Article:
Early this spring, Tennessee basketball coach Cuonzo Martin offered the media a detailed breakdown of sophomore forward Jarnell Stokes’ game and how he could use his considerable physical gifts to improve.
As impressive as Stokes was in his abbreviated freshman season, he can be better. Martin knows it, and based on his performance for USA Basketball’s U18 team in the FIBA Americas championship in Brazil last week, Stokes knows it, too.
It was no fault of Stokes’ because he was thrown into the heart of the Southeastern Conference schedule having just turned 18 and without benefit of preseason conditioning and team practices, but at times the big man relied too much on his jump shot when, at 6-foot-8 and 270 pounds, he could have produced better results inside.
“When he’s down there, with that frame, he’s got to bury them,” Martin said during the spring. “If you’re on the perimeter, be on the perimeter. That’s fine. But sometimes, you’ve got to get them deep. The double team is harder to bring when you get them deep.”
In five games last week, Stokes learned all about the benefits of burying people. He averaged 14.0 points and 5.6 rebounds, both second on a USA team that won the gold medal. Stokes shot .689 from the field (31 of 45), and attempted only two 3-pointers, both of which he missed. Stokes did most of his damage inside, and it was impressive to watch, says Florida coach Billy Donovan, who doubled as the USA U18 coach.
"He's too good when he gets set up inside; he’s very difficult to handle," Donovan told the Knoxville News-Sentinel. "There was no one guy down there who could match up to him physically. He just overwhelmed other teams' frontcourts, even when he was up against guys who were taller with more length. He could remove them from plays with his strength."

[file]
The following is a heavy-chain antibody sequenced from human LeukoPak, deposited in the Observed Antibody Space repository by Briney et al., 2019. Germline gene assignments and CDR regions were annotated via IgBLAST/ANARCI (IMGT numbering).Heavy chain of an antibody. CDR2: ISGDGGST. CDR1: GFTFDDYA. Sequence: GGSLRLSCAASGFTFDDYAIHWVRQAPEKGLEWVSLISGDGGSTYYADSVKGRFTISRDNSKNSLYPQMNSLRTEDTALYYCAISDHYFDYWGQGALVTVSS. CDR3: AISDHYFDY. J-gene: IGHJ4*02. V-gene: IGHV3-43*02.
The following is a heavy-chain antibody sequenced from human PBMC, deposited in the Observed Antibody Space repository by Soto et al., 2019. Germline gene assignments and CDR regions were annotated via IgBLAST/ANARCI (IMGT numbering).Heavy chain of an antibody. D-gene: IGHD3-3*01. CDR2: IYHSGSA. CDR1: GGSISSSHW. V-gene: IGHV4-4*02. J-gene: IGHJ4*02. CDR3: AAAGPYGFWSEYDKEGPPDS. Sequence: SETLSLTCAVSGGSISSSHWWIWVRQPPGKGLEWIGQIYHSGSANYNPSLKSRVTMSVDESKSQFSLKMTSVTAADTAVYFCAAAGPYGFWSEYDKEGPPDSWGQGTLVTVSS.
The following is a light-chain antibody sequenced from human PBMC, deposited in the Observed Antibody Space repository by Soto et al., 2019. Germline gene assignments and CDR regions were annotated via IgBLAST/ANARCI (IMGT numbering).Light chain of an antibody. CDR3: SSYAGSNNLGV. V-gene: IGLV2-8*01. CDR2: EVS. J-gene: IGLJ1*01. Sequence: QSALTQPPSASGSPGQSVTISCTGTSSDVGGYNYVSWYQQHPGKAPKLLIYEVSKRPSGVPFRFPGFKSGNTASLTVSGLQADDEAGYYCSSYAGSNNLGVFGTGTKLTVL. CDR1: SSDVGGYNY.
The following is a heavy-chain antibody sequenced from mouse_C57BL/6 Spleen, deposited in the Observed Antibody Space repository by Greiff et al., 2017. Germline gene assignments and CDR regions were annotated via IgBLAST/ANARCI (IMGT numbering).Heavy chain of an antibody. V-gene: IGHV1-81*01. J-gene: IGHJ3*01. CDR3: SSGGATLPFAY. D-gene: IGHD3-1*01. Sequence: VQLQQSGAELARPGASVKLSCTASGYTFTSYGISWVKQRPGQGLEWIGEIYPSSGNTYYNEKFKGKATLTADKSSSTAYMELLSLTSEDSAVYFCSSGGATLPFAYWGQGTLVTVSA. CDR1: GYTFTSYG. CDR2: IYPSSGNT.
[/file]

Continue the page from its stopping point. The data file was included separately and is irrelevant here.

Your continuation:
It didn’t take Stokes too long to realize he had a huge advantage against his international peers.
“I used my strength to my advantage,” Stokes said. “My role was to help the team inside. It was almost like — after being in college and getting used to the strength and athleticism that you face in the SEC — going back to high school, playing against guys my age. At times, it was almost too easy (to score).”
Stokes’ performance in Brazil could well have been a look ahead to his sophomore season. Donovan is already calling him “one of the best frontcourt players in the country,” and thinks that improved conditioning will help Stokes beat defenses down the floor and give him time to get set up in the post. With his thick lower body and size 22 feet, Stokes is going to be hard to dislodge.
“I really just want to focus on being a beast and trying to dunk everything,” he said. “Last year, I didn’t try to dunk on people. I’m going to try and make more highlight plays.”
Though Stokes will play to his strengths, Martin’s system allows for versatility and some freedom. He’ll be allowed to operate from the high post as a passer, or by putting the ball on the floor and driving past his defender. And Stokes won’t forget about his solid jump shot that he’ll mix in to keep defenses off balance.
“He’s got a really consistent 15- to 17-foot shot,” Tennessee assistant coach Jon Harris said. “We’ll work him out to the 3-point line. And he’ll work on handling the ball and attacking the basket. We feel he can really grow in those areas.”
“I’ll be able to make more face up jumpers this year,” Stokes said. “I’m really just going to take what the defense gives me. I definitely won’t settle (for jump shots). If there’s a guy smaller than me guarding me, I’m going to attack the rim.”
Stokes did that a lot last week. He was pleased with his individual effort, but happier to be a part of a team that played like a team.
“It was a lot of fun,” he said. “It felt good to represent your country, and to bring back the gold medal. We did that by playing great team ball, and if you look at our margin of victory (38.6 points per game), you could say the USA dominated.
“Coach Donovan was the right man for the job. He put us in the pick and roll system he uses at Florida. He called out any type of selfishness. And the other coaches (Gonzaga’s Mark Few and VCU’s Shaka Smart) were great, too. There were no egos or anything like that, from the coaches down to the players. There was just a lot of energy.”
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